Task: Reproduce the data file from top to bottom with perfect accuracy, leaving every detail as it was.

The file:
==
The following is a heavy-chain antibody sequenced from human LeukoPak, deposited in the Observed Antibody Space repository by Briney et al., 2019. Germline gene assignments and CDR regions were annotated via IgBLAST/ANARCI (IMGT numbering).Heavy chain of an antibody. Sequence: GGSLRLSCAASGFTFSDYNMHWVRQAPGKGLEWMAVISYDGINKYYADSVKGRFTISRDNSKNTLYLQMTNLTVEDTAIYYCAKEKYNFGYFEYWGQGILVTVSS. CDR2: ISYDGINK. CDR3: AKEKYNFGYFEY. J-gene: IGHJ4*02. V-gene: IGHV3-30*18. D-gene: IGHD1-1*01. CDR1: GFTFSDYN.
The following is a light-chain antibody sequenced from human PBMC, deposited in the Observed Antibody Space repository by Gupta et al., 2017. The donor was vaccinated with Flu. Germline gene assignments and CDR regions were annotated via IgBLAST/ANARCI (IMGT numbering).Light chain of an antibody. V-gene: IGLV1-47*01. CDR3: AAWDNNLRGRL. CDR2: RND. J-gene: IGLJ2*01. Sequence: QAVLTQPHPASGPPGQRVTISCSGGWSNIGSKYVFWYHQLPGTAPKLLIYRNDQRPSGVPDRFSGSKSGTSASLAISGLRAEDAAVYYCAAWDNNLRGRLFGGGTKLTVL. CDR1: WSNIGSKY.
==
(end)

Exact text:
The following is a heavy-chain antibody sequenced from human LeukoPak, deposited in the Observed Antibody Space repository by Briney et al., 2019. Germline gene assignments and CDR regions were annotated via IgBLAST/ANARCI (IMGT numbering).Heavy chain of an antibody. Sequence: GGSLRLSCAASGFTFSDYNMHWVRQAPGKGLEWMAVISYDGINKYYADSVKGRFTISRDNSKNTLYLQMTNLTVEDTAIYYCAKEKYNFGYFEYWGQGILVTVSS. CDR2: ISYDGINK. CDR3: AKEKYNFGYFEY. J-gene: IGHJ4*02. V-gene: IGHV3-30*18. D-gene: IGHD1-1*01. CDR1: GFTFSDYN.
The following is a light-chain antibody sequenced from human PBMC, deposited in the Observed Antibody Space repository by Gupta et al., 2017. The donor was vaccinated with Flu. Germline gene assignments and CDR regions were annotated via IgBLAST/ANARCI (IMGT numbering).Light chain of an antibody. V-gene: IGLV1-47*01. CDR3: AAWDNNLRGRL. CDR2: RND. J-gene: IGLJ2*01. Sequence: QAVLTQPHPASGPPGQRVTISCSGGWSNIGSKYVFWYHQLPGTAPKLLIYRNDQRPSGVPDRFSGSKSGTSASLAISGLRAEDAAVYYCAAWDNNLRGRLFGGGTKLTVL. CDR1: WSNIGSKY.